An important characteristic of jets is their high rate of fuel consumption, especially at low
altitudes and while operating on the ground.
Jet Fuel Consumption
Ideally, jets should be off the ground as soon as possible after engine startup, especially
fighters. Fighter jets normally have a short-range capability that could hamper their
missions when coupled with an air traffic control delay.
The fuel consumption rate of jets varies, but the following rule of thumb is suggested as
a guideline: a typical jet fighter uses fuel at approximately 100 pounds per minute (133.5
pounds equals 20 gallons). Fighter pilots prefer to remain at high altitudes as long as
possible, since the fuel consumption rate is greater at low altitudes and fighters often
have little fuel left on arrival at their destination. As a controller, you must anticipate
such action and plan your activities to prevent undue delays in handling jet traffic.
Also, local directives may give jets priority over conventional aircraft except in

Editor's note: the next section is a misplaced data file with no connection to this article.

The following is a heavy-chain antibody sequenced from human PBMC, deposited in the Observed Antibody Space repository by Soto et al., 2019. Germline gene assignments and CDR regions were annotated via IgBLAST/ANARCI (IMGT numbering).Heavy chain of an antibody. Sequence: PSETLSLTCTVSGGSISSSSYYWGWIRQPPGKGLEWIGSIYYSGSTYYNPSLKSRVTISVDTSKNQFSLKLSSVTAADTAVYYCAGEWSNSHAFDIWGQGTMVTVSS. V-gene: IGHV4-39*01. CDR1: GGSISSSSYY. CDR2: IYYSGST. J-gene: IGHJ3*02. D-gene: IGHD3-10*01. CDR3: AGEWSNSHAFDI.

emergencies. Therefore, your job is to adhere to established base traffic priority
procedures as closely as possible and to help a jet conserve fuel by not unduly delaying
its operation. If delay is unavoidable, promptly advise the pilot of the situation.
Occasionally, you may hear a pilot declare "minimum fuel." "Minimum fuel" indicates
that the aircraft's fuel supply has reached the state where the pilot can accept little or no
delay upon reaching the destination. It is not necessary that you discontinue other
approaches or landings and give "minimum fuel" aircraft priority, but you should give
"minimum fuel" aircraft preference if you have or anticipate a traffic conflict. Always
relay "minimum fuel" information to the controller to whom control jurisdiction is
transferred, if applicable.
Do not confuse a "minimum fuel" report with a "low or emergency fuel" report. A "low or
emergency fuel" report is an emergency and should be given priority. When the
remaining usable fuel supply is so low that traffic priority is needed to ensure the
aircraft's safe landing, the pilot should declare an emergency with ATC and should
report in minutes the amount of fuel remaining. Always relay "low or emergency fuel"
information to the controller to who control jurisdiction is transferred, if applicable.
SELECTED NAVY AIRCRAFT
The remainder of this chapter deals with Navy aircraft. The selected aircraft are the
majority of the aircraft you will come in contact with; however, it is not all inclusive. This
brief overview will help familiarize you with many of the aircraft with which you will be